The UK is full of opportunities for designers to make money, loads of money if that's your aim - however that doesn't make it easy, as you already know. In my opinion the likelihood of success will always be dictated by your goals and the business strategy you have used to differentiate your brand, market your services and meet these goals. I do not think it's fair to say that creative talent alone is a basis for financial success across the board in lieu of solid planning, project management and promotion. I think if a freelancer or agency is currently not making a reasonable or consistent income it may be beneficial to reflect on what marketing processes are in place and what methods are being used to get and keep viable clients. For example if you sit in your kitchen on your laptop spending all day making pitches to People Per Hour (or similar) for £25 logo projects and £150 websites just to kid yourself that you are self sufficient then you will struggle long-term to be profitable, purely because the chips are stacked heavily against you and there's no money in it. On balance when you look at the investment in time a job takes to achieve, if it's too heavily weighted against a decent return, then surely it's sensible to adjust your market positioning and focus on another method.

A lot of the successful agencies I've come across have the benefit of starting off with a solid back-bone of meat and potatoes clients that potentially offer little in terms of creative back-slapping, but offer enough regular cash to keep going when the pay-day or vanity projects dry up or as a spring-board for profit when times are good. On this basis you can allow your hourly rate to be flexible to your circumstances and ensure that you can actively seek work which is really worth the time. Often agencies are set up off the back of pre-existing relationships, be them personal or professional and if you are starting cold without the benefit of having worked in the field to make this a viable proposition, then it's that much harder to know where to start getting a valuable retainer or reliable, regular client-base for your business. I know that way back when I graduated I felt there was a lot of pressure to go it alone from day one and be the successful and independent creative powerhouses that my tutors purported to be. The irony was of course that the same tutors were able to subsidise their earnings via tutoring students and by following their goal blindly when still wet behind the ears I would have missed out on the 10 years I spent working in design agencies, making connections and endearing my skills to clients that chose to jump-ship when I did.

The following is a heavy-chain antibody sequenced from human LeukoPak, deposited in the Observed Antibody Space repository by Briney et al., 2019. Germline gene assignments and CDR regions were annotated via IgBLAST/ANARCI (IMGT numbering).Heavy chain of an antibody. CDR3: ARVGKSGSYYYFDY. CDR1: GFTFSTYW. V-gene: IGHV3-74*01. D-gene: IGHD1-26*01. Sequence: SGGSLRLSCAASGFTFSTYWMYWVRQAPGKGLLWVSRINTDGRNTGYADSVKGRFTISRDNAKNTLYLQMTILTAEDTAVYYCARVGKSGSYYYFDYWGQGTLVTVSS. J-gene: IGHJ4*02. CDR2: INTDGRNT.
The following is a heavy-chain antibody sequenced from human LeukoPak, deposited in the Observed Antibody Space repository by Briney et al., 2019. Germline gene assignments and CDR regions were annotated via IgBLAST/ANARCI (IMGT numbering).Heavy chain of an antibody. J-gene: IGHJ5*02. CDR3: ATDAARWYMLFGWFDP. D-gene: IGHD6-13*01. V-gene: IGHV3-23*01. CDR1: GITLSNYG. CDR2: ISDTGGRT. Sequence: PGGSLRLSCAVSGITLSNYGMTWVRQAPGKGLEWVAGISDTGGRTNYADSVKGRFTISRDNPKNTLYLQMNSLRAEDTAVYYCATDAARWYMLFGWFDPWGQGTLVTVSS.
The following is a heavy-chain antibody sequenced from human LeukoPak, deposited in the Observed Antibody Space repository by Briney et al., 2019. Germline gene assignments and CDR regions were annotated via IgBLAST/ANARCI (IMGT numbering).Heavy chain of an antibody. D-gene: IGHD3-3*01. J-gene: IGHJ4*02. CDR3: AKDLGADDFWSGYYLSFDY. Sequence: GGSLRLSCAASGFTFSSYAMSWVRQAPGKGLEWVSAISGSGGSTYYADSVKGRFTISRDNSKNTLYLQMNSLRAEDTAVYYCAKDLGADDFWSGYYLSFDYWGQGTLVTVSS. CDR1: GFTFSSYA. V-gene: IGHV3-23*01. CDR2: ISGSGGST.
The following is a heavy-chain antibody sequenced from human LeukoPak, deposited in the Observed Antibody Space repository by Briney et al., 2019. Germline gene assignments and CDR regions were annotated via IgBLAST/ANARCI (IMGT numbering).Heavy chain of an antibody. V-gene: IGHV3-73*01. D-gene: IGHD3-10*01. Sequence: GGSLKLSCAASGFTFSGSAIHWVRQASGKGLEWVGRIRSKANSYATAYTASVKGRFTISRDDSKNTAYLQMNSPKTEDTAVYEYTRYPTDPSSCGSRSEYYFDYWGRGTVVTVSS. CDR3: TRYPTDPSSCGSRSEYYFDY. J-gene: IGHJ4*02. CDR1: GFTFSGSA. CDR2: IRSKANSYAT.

I would say that at the moment the present economic climate doesn't make life easy. I have a number of clients for whom I do or place print and they probably form most of our income. We (husband & I) have a decent digital press in house (literally) along with finishing kit and have the benefit of donkey's years in the print business. Not a great deal of the work I do is very 'creative' - invitations, service sheets, forms etc but I make money from the print we do and put out. I do agree about the tutors being subsidised - grossly unfair - and our local Uni is also now offering design and print services - which I am subsidising!

If I were a young designer I would get some solid work under my belt with both a creative agency and also a printer before branching out on my own. You will get to learn more than you do in Uni, and see design and print in 'action'. And also get to see marketing (good and bad) in action.